Seven years ago, most marketing for B2B technology was dull, disengaging, and in significant need of a Don Draper type ad-mind to give it a make-over. Fast forward to today and B2B marketers are designing some of the most creative marketing tactics and campaigns across all businesses.
Why? Because just as the challenge of reaching buyers and getting them to pay attention has increased, so has the incentive to find a way to stand out. That often means trying new things, venturing off the beaten path, and getting creative.
3 Qualities of Great Marketing
Of course, creativity is great, but only if it helps you engage your target audience. Too often marketing teams in B2B businesses lose sight of the “who” they are trying to engage with. Instead, they end up trying to engage the masses and waste a lot of time and effort in the process.
Reaching the wrong person or reaching the right person with the wrong message — either way, you end up with the same result: no response. This makes understanding your buyer needs and pain points more important than ever before. Because today, great marketing is three things: 1) creative, 2) targeted, and 3) on-message.
B2B marketers need to use creativity to:
- Improve metrics
- Stand-out amongst other vendors
- Get visual and make information easy to consume
B2B Marketers must re-think the way they evaluate marketing tactics and channels to ensure they are focusing their creativity on getting target buyer attention. They also need to think about the purpose of each marketing campaign, and make sure every tactic is designed with a target action in mind.
4 Factors to Evaluate Your Marketing Focus
Maintaining the right focus is key to achieving marketing results and amplifying them through creativity. To effectively evaluate marketing channels, you need to understand the following four aspects of the opportunity:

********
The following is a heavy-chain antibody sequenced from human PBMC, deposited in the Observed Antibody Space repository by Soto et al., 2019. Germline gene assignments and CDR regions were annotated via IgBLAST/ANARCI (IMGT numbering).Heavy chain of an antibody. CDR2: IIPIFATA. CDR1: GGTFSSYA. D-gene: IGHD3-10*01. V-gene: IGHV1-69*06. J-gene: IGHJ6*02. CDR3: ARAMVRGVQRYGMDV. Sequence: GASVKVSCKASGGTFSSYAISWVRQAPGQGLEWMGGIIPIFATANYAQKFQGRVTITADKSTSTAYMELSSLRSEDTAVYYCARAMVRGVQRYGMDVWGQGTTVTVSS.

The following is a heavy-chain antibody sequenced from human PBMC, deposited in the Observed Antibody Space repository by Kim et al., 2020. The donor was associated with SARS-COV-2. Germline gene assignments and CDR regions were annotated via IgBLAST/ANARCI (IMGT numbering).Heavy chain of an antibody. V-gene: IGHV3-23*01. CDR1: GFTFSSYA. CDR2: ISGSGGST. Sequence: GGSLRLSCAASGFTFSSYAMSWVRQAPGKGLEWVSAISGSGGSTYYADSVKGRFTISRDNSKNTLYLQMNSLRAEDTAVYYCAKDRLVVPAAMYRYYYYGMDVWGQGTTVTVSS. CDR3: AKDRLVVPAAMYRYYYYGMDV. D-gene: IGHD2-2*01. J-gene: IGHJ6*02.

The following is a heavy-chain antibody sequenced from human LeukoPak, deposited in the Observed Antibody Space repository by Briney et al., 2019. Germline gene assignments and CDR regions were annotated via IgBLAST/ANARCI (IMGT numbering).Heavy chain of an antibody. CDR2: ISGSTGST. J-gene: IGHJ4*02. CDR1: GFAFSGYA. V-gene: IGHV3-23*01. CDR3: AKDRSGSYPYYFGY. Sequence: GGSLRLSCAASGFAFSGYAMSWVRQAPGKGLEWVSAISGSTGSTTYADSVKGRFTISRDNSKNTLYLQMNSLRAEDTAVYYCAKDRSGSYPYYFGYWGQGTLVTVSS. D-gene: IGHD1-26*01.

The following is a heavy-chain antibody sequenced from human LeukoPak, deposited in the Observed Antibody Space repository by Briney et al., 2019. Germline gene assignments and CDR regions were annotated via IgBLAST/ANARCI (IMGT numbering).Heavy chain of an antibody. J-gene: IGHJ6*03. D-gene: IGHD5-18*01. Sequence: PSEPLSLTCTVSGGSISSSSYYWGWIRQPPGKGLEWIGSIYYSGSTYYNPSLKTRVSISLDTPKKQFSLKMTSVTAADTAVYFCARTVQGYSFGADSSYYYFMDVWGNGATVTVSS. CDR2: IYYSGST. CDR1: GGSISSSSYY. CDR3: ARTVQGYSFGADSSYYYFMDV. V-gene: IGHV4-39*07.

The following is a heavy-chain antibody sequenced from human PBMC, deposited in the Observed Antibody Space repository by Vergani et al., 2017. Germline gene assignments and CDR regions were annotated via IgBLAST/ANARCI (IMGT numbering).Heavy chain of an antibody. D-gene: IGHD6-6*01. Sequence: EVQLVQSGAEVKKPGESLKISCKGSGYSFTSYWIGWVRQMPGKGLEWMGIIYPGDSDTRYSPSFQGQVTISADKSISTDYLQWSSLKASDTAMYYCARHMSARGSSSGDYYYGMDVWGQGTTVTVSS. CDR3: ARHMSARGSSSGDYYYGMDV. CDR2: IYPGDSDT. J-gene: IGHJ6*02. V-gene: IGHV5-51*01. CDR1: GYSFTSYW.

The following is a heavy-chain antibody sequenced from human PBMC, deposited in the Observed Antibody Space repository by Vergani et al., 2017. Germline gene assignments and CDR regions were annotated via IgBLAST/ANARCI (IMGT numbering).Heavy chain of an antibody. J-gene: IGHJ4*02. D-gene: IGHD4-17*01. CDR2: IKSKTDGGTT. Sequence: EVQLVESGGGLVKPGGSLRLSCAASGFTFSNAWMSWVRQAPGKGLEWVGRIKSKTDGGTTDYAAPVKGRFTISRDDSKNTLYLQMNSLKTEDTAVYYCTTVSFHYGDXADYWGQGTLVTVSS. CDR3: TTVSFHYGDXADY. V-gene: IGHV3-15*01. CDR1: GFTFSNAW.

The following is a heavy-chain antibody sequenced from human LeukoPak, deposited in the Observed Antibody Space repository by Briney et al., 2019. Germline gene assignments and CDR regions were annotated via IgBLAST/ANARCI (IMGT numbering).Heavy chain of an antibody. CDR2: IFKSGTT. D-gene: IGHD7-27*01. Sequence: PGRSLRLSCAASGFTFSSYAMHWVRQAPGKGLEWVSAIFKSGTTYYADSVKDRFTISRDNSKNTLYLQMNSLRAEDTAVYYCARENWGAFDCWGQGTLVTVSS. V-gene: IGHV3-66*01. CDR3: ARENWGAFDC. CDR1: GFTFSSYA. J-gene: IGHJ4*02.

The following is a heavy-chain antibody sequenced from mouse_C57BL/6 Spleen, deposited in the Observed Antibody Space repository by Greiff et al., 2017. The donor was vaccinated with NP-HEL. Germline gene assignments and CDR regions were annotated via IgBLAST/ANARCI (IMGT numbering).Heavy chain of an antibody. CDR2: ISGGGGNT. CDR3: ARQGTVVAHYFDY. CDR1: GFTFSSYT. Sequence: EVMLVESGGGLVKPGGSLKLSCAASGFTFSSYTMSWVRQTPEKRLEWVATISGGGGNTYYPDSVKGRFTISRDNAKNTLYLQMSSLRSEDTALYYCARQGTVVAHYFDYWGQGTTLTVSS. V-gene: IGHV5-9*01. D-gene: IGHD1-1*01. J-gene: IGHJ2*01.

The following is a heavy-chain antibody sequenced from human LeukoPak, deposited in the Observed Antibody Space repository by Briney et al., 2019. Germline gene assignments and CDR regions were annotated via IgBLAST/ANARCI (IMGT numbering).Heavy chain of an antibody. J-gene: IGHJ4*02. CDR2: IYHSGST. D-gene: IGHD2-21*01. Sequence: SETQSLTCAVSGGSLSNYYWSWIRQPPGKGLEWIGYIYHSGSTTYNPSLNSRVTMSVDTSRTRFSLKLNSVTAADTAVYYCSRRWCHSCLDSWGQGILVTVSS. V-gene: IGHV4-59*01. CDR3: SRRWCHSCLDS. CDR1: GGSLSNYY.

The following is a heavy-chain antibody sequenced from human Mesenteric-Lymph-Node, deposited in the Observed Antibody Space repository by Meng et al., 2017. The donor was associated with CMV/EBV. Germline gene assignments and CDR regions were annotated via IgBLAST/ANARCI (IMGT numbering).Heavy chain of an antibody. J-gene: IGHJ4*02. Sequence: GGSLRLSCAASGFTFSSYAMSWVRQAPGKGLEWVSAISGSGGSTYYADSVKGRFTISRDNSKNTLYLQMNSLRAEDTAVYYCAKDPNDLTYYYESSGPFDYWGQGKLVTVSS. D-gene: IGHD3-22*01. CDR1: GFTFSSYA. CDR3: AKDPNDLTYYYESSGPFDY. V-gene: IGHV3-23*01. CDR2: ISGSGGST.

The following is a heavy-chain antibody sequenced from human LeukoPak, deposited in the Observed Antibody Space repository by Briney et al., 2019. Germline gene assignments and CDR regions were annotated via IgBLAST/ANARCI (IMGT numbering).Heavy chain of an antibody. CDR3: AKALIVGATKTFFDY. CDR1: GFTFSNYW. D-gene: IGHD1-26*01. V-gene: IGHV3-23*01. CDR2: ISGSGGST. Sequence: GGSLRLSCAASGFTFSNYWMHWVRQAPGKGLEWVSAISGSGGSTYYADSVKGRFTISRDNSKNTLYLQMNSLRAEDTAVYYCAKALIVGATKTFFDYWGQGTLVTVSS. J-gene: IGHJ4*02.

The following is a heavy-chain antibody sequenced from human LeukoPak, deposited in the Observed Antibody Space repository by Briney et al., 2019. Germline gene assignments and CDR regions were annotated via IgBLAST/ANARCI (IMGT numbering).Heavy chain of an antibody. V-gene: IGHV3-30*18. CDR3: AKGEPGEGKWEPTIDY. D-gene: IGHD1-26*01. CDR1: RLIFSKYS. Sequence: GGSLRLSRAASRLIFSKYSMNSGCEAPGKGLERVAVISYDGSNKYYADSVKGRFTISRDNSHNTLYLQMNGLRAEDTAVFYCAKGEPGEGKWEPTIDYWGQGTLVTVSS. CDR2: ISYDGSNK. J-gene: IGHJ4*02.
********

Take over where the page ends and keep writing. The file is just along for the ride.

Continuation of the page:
- Relevance: the fit of a given marketing channel in terms of audience and timing as to when they utilize a specific channel
- Reach (Influence): the number of potential buyers your company could influence, educate, or interact with via a given marketing channel
- Cost (Resources, Time): the human and capital resource requirements necessary to effectively utilize a given marketing channel
- Effectiveness: the marginal return that can be expected from utilizing this channel
Only by qualifying your marketing opportunities via these four criteria will you truly be able to know they are worth the time or investment. For more on evaluating marketing channels, refer to my previous post on developing a prioritizations scheme for evaluating and prioritizing marketing channels.
Because creativity is often timely, you should get a sense as to what types of channels make sense for your target buyers so you can identify the best delivery mediums for timely content ahead of time. This should help get your team’s creative mojo focused in the right direction without delaying it!
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Photo by: JD Hancock